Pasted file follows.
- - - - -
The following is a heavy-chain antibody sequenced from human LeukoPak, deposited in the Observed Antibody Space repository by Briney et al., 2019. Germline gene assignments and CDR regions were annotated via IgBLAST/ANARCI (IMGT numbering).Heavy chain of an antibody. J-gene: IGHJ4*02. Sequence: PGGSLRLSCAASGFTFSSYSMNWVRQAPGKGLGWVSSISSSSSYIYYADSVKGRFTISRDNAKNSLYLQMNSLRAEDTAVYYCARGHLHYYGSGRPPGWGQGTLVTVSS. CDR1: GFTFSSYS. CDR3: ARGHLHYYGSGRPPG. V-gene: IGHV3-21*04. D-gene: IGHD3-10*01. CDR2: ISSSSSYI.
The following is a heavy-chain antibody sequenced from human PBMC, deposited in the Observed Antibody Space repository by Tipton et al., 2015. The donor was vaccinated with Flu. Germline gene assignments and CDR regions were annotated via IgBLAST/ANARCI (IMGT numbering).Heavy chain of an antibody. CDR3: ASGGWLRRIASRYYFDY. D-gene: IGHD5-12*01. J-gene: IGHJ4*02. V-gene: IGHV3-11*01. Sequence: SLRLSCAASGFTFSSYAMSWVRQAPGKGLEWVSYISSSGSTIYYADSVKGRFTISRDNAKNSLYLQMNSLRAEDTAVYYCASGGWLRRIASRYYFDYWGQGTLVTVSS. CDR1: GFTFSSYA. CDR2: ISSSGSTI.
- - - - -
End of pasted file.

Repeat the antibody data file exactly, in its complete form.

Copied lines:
The following is a heavy-chain antibody sequenced from human LeukoPak, deposited in the Observed Antibody Space repository by Briney et al., 2019. Germline gene assignments and CDR regions were annotated via IgBLAST/ANARCI (IMGT numbering).Heavy chain of an antibody. J-gene: IGHJ4*02. Sequence: PGGSLRLSCAASGFTFSSYSMNWVRQAPGKGLGWVSSISSSSSYIYYADSVKGRFTISRDNAKNSLYLQMNSLRAEDTAVYYCARGHLHYYGSGRPPGWGQGTLVTVSS. CDR1: GFTFSSYS. CDR3: ARGHLHYYGSGRPPG. V-gene: IGHV3-21*04. D-gene: IGHD3-10*01. CDR2: ISSSSSYI.
The following is a heavy-chain antibody sequenced from human PBMC, deposited in the Observed Antibody Space repository by Tipton et al., 2015. The donor was vaccinated with Flu. Germline gene assignments and CDR regions were annotated via IgBLAST/ANARCI (IMGT numbering).Heavy chain of an antibody. CDR3: ASGGWLRRIASRYYFDY. D-gene: IGHD5-12*01. J-gene: IGHJ4*02. V-gene: IGHV3-11*01. Sequence: SLRLSCAASGFTFSSYAMSWVRQAPGKGLEWVSYISSSGSTIYYADSVKGRFTISRDNAKNSLYLQMNSLRAEDTAVYYCASGGWLRRIASRYYFDYWGQGTLVTVSS. CDR1: GFTFSSYA. CDR2: ISSSGSTI.